Legislative Options After 'Citizens United v. FEC': Constitutional and Legal Issues [March 8, 2010]   [open pdf - 339KB]

From the Document: "In 'Citizens United v. FEC' [Federal Election Campaign], the Supreme Court invalidated two provisions of the Federal Election Campaign Act (FECA), finding that they were unconstitutional under the First Amendment. The decision struck down the long-standing prohibition on corporations using their general treasury funds to make independent expenditures, and Section 203 of the Bipartisan Campaign Reform Act of 2002 (BCRA), prohibiting corporations from using their general treasury funds for 'electioneering communications.' [...] In response to the Supreme Court's ruling, various proposals have been discussed and legislation has been introduced in the 111th Congress, including for example H.Con.Res. 13, H.J.Res. 13, H.J.Res. 68, H.J.Res. 74, H.R. 158, H.R. 1095, H.R. 1826, H.R. 2038, H.R. 2056, H.R. 3574, H.R. 3859, H.R. 4431, H.R. 4432, H.R. 4433, H.R. 4434, H.R. 4435, H.R. 4487, H.R. 4510, H.R. 4511, H.R. 4517, H.R. 4522, H.R. 4523, H.R. 4527, H.R. 4537, H.R. 4540, H.R. 4550, H.R. 4583, H.R. 4617, H.R. 4630, H.R. 4644, S.J.Res. 28, S. 133, S. 752, S. 2954, S. 2959, and S. 3004. This report provides an analysis of the constitutional and legal issues raised by several proposals, organized by regulatory topic: increasing disclaimer requirements, increasing disclosure for tax-exempt organizations, requiring shareholder notification and approval, restricting U.S. subsidiaries of foreign corporations, restricting political expenditures by government contractors and grantees, taxing corporate independent expenditures, and providing public financing for congressional campaigns. The report also addresses amending the Constitution."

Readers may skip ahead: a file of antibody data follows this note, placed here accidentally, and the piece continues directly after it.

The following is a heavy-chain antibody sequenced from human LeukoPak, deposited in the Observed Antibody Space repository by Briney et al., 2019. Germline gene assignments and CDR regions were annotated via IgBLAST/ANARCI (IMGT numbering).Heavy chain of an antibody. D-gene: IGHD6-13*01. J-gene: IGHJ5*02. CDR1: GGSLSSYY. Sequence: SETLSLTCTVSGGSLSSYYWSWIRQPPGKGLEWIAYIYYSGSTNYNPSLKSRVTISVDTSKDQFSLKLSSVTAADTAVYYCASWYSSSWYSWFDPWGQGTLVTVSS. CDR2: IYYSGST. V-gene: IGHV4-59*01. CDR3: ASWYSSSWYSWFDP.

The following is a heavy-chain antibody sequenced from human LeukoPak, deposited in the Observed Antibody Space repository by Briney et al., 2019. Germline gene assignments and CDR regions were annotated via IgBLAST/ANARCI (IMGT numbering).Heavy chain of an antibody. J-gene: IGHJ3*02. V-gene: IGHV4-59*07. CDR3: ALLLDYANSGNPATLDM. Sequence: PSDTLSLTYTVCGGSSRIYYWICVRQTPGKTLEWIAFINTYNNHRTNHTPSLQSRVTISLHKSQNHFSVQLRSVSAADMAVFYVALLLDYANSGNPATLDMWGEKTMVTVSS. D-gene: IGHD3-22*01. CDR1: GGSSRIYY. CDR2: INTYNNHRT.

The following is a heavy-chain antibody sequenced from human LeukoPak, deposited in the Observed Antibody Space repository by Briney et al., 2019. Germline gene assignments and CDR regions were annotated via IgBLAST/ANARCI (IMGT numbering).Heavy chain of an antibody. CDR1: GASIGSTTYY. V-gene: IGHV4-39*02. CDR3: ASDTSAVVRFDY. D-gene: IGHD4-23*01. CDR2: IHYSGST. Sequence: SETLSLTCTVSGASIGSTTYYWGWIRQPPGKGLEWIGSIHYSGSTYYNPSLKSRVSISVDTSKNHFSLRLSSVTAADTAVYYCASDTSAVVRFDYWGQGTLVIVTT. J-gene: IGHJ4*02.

Report Number:
CRS Report for Congress, R41096
Public Domain
Retrieved From:
U.S. Dept. of State, Foreign Press Centers: http://fpc.state.gov/
Media Type:
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